If you’re preparing to buy a house, you may or may not have heard about mortgage insurance. Keeping your house payment as low as possible has a tremendous impact on affordability, and when estimating your home loan payment, you probably factor in the purchase price, the interest rate, taxes and insurances. But if you put down less than 20% on a home purchase, there is another expense to worry about.
Just hearing the words “private mortgage insurance” can invoke a collective sigh in homebuyers. Unlike other types of insurances associated with your property, mortgage insurance only benefits your lender. Lenders no longer require huge 20% down payments, and because of this, private mortgage insurance protects them if you default and stop paying the home loan. From their standpoint, this makes good financial sense. And while mortgage insurance increases your monthly payments, there are benefits to you as well.
Consider this: how long would it take to save a 20% down payment? If buying a $200,000 house, that’s approximately $40,000. And even if you could save this much, you may hate the idea of wiping out your bank account simply to purchase a house. With mortgage insurance, you don’t have to sacrifice liquidity. You can buy a house and put down as little as 5% for a conventional loan.
But you may ask, how much is mortgage insurance, and am I paying too much?
Both are common concerns, and to make sure that you’re getting the best possible loan, it’s smart to question your costs. Mortgage insurance varies by lender, but the annual cost typically runs between .05% and 1% of your loan balance. If you’re buying a $200,000 house you can expect to pay about $2,000 a year for mortgage insurance.
Understand, however, that certain factors can increase how much you pay for mortgage insurance – it all depends on whether you’re a good or risky loan applicant. For example, borrowers with low credit scores and high debt to income ratios may pay more for mortgage insurance, a percentage determined by the lender. High mortgage insurance can add hundreds to your mortgage payment each month, which can greatly impact affordability.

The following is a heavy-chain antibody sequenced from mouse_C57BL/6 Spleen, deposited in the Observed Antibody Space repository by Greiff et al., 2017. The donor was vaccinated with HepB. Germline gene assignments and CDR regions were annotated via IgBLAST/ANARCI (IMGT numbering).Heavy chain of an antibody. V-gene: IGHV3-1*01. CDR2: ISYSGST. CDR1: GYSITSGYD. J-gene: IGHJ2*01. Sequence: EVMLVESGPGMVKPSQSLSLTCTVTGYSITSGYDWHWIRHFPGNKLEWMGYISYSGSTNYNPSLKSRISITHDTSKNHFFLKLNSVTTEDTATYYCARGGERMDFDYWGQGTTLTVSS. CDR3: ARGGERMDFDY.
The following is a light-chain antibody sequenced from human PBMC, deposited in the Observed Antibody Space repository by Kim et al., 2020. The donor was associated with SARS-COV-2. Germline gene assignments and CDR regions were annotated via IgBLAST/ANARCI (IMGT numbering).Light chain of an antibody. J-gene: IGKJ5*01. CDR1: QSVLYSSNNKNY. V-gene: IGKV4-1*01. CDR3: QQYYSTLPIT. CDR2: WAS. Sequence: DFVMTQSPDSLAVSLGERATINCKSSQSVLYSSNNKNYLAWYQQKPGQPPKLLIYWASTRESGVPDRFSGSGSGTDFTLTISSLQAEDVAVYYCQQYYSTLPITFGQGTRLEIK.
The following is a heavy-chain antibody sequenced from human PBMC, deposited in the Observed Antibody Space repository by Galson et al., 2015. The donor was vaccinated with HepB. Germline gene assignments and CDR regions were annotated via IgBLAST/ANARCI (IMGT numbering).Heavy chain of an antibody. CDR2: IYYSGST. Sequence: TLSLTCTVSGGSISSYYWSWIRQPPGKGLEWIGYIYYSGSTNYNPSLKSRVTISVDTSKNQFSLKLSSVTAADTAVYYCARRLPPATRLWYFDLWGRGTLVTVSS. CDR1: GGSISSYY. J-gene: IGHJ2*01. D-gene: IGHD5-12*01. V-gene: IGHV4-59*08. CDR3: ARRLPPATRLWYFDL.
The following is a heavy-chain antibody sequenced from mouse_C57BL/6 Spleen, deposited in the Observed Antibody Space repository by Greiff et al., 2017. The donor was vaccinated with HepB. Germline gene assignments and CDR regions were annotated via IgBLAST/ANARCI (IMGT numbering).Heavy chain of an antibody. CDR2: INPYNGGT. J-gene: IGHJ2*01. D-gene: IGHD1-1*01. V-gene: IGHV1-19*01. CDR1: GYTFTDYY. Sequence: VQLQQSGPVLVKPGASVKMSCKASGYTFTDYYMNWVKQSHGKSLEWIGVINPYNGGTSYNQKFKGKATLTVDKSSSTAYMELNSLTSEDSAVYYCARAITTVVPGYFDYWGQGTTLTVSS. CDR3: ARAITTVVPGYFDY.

Fortunately, there are no surprises with regards to mortgage insurance, as lenders list the cost of mortgage insurance on a good faith estimate, which is a form that outlines the terms of a mortgage loan plus costs related to the mortgage. This might not be the exact costs, but it’s a pretty close estimate.
Carefully reviewing your good faith estimate lets you know what to expect, and if you feel that you’re paying too much for mortgage insurance you can take steps to reduce your costs. For example:
1. Shop around and get quotes from other lenders. Again, mortgage insurance costs vary greatly. One lender may charge 1% of the loan balance, whereas another lender charges .05%. If you think you can find cheaper insurance elsewhere, shop around and compare your options.
2. Increase your credit score. If your cost for mortgage insurance is higher than normal due to bad credit, perhaps now’s not the best time to purchase a home. Postponing your purchase and improving your credit score can result in cheaper mortgage insurance , thus saving your thousands over the course of your mortgage loan.
3. Make a larger down payment. The easiest way to avoid paying too much for mortgage insurance is to make a larger down payment. Even if you can’t put down 20%, maybe you can put down 10% or 15%. This doesn’t eliminate PMI, but the more you put down, the less you pay for mortgage insurance. And since lenders drop mortgage insurance once you have 20% equity, a larger down payment helps get rid of this insurance quicker.
This article was first published on http://moneyprime.com.